Topeka Democratic legislators Monday blasted Republican-sponsored anti-union proposals they said would silence opposing viewpoints.
Measures that would prohibit voluntary paycheck deductions for union political action committees, eliminate collective bargaining laws, delay unemployment benefits and change the workers’ compensation appeal process are all moving through the Legislature.
“I have never seen an all-out assault on working Kansans like we are witnessing right now,” said House Minority Leader Paul Davis, D-Lawrence.
Sen. Tom Holland, D-Baldwin City, said House Bill 2023 is taken straight from model legislation put together by the corporate-funded American Legislative Exchange Council.
The Kansas Chamber of Commerce-backed measure would prohibit public union members from making voluntary payroll deductions to their organization’s political action committee.
Supporters of the bill say it would protect workers who disagree with their unions and remove government from the process of deducting pay for union activity.
But Holland said that HB 2023 was an example of measures supported by Charles and David Koch “to benefit their interests.”
The brothers are the owners of Wichita-based Koch Industries and financial supporters of several conservative causes.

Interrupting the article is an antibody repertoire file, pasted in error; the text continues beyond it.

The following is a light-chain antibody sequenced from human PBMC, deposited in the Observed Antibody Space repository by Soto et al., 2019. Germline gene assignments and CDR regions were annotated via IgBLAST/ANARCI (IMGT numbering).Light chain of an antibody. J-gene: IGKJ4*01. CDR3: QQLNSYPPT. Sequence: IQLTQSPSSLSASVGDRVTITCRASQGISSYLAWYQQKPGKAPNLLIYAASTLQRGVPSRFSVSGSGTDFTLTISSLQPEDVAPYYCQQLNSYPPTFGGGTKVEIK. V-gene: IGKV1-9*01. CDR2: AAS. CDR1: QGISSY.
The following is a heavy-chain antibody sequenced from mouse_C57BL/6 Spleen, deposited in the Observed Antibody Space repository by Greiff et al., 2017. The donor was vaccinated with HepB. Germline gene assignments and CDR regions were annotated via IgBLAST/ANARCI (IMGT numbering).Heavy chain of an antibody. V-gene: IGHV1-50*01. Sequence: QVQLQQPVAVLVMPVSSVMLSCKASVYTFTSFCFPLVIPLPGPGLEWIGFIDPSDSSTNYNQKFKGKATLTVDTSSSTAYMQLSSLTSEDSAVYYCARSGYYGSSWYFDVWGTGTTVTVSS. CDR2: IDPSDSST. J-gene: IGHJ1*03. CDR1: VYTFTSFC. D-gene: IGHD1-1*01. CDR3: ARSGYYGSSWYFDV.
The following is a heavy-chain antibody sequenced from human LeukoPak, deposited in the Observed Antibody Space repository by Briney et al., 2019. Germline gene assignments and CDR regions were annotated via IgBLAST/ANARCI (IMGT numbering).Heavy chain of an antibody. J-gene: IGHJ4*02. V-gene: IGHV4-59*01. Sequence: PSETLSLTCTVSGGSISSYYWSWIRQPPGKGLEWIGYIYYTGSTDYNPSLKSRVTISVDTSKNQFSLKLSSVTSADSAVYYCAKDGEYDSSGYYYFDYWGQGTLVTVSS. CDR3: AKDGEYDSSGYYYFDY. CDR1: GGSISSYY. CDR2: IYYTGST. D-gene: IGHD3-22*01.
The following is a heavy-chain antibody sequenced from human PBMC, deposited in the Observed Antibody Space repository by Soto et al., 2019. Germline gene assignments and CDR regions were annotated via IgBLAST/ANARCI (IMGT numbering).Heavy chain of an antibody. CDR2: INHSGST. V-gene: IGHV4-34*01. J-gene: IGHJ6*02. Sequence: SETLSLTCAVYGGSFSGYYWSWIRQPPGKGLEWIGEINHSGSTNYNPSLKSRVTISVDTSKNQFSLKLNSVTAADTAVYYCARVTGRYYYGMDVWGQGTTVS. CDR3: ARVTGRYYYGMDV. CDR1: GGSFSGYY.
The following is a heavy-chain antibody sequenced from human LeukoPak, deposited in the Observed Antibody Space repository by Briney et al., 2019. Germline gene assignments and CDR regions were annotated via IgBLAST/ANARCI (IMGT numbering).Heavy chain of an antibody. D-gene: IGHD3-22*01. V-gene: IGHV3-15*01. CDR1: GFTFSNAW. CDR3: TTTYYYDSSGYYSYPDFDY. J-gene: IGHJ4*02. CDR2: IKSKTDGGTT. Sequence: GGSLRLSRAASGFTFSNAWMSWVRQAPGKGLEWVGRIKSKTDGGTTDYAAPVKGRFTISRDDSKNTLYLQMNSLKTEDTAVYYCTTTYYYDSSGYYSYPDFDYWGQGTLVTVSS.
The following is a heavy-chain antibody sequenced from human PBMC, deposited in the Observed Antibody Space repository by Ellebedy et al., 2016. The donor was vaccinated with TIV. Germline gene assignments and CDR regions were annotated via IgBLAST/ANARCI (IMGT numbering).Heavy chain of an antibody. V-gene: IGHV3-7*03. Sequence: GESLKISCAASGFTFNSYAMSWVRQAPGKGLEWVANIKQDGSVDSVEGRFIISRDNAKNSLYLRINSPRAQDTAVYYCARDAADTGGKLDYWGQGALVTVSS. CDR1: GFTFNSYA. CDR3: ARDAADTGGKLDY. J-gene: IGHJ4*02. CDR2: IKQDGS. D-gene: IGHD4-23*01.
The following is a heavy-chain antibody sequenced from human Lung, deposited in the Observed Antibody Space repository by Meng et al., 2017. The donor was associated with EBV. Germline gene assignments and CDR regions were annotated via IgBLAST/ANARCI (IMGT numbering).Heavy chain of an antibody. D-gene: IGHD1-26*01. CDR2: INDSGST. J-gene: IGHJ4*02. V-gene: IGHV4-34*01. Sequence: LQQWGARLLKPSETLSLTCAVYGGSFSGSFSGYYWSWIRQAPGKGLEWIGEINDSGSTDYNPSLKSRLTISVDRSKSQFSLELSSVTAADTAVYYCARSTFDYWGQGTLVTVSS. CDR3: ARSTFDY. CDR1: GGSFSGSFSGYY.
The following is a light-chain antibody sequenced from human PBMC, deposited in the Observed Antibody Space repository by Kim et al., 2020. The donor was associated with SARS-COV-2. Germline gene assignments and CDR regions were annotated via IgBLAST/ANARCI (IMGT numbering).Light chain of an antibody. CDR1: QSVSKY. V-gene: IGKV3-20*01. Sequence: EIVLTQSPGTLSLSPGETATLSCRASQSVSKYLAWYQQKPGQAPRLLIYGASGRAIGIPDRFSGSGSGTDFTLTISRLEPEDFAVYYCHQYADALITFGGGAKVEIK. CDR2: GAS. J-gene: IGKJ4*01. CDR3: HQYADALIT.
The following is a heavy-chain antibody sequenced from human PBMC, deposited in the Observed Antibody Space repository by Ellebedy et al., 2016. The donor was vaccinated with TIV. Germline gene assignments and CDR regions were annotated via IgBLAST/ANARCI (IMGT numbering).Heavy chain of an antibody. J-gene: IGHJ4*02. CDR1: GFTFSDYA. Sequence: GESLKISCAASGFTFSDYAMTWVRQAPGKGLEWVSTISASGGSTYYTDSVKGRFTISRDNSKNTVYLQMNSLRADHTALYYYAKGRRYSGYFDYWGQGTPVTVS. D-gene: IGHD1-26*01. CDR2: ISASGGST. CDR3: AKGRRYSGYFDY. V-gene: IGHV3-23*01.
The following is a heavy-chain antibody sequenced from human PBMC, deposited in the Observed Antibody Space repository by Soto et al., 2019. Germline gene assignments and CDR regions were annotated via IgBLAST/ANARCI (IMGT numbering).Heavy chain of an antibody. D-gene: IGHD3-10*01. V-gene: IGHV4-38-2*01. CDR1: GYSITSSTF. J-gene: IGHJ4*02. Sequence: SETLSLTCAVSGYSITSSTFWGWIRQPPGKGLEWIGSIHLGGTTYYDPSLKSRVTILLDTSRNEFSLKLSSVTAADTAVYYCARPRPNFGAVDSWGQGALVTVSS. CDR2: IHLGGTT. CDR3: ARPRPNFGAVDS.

Missy Cohlmia, a spokeswoman for Koch Industries, said the business did not lobby on this bill. She added, “Equally troubling is the senator’s attack on a Kansas-based company that employs nearly 3,000 people in the state and pays compensation and benefits totaling more than $370 million.”
House Speaker Ray Merrick, R-Stilwell, defended the Republican-backed measures.
“House Republicans believe in giving Kansas workers options,” Merrick said. “The bills empower workers to negotiate the terms of their employment directly with employers, giving them more freedom and more choices. This is good for the worker as well as the employers who create jobs.”
The Democrats held a news conference to unveil a series of measures they said would help working families.
One proposal would create preferences to hire Kansans and purchase from Kansans first in the procurement of state labor and services.
Another would increase the state minimum wage by tying it to the consumer price index. The current state minimum wage is the same as the federal minimum of $7.25 an hour.
And Holland has introduced a bill that would require state government to use the federal database E-verify to check the immigration status of new employees. The legislation also would apply to state contracts.